Smart communications

Next generation broadband voice and data services are set to transform the emergency services’ contact centres into the ‘nerve centre’ of every response.

Aug 31, 2017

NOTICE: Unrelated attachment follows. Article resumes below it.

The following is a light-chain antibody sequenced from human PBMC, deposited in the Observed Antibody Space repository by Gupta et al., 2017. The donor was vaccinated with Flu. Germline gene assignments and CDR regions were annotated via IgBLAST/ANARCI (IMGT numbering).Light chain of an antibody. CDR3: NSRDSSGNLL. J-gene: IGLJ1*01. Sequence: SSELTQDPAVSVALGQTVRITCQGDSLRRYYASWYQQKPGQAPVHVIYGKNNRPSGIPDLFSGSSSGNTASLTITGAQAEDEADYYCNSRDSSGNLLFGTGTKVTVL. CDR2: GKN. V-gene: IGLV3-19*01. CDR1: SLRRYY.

Next generation broadband voice and data services are set to transform the emergency services’ contact centres into the ‘nerve centre’ of every response. A new report published in the US sets out a vision for the future of public safety agencies where devices, people and places are “all interconnected in an interoperable, secure, real-time, location-defined environment with multimedia-based interactive communications”. Produced by the US Association of Public-Safety Communications Officials (APCO), it highlights how from the “current ability of the public to stream services over multiple screens and devices, to the complex, and compelling, world of cognitive-enabled services, broadband is already having an impact on public safety communications”. While the report, Broadband implications for the PSAP (public safety answering point): Analysing the future of emergency communications, is about the use of broadband technology in the US, the implications, possibilities and uses of the technology are especially relevant to the UK’s blue-light services – particularly with the new Emergency Services Network (ESN) on the horizon. The ESN, being provided by EE, utilising its 4G LTE (long-term evolution) national network, will give ‘next generation’ broadband voice and data services to all UK emergency services. EE says its 4G network will significantly improve the efficiency of the emergency services by giving them access to the type of data and applications that have benefited private businesses in recent years. LTE offers unrivalled broadband capabilities for applications such as body-worn video streaming, digital imaging, automatic vehicle location, computer-assisted dispatch, mobile and command centre apps and video surveillance apps, such as facial recognition. “As broadband transforms communications technology outside of public safety, it also impacts emergency communications,” says the report, which is the result of research by the APCO’s ‘Project 43’, launched last April to examine the impact of broadband on public safety. The APCO says the technical implications of broadband are profound and the broadband-driven future “promises new opportunities for public safety communications professionals to vastly improve the efficiency and effectiveness of emergency response”. Command and control centres will be “making a large leap from decades-old, legacy technology to current technologies enjoyed by consumers”, says the APCO – “from video, to hosted and cloud-based services, data analytics and cognitive technologies (that can analyse and interpret a wide variety of data), the opportunities for broadband technology to enable a more effective and efficient emergency response are significant”. “GIS (geographic information systems) technology enabled a new way of mapping and tracking incidents and responders. Now, with broadband-enabled technologies and GIS-based, real-time location capabilities at the fingertips of smartphone users, there is a push towards more defined, comprehensive location technologies,” adds the report. “High-definition video streams are becoming available to PSAPs and responders, as well as other local governmental agencies and authorities from multiple sources, and in some cases in real-time. Social media and mobile apps are also already impacting how PSAPs and responders communicate and receive information.” These IP-based technologies are capable of sending an array of information to the control room, which the report says in the future will become a “nerve centre”, managing data-rich communications via broadband technology with callers and first responders. Whether processing initial calls, texts and multimedia feeds, or making use of multiple ‘smart’ resources, the report says the emergency services contact centres will be “truly the nerve centre of every response”. From routine calls to major events, the contact centre will represent not only the first link in the response chain, but the “critical hub through which all communications flow from start to fini

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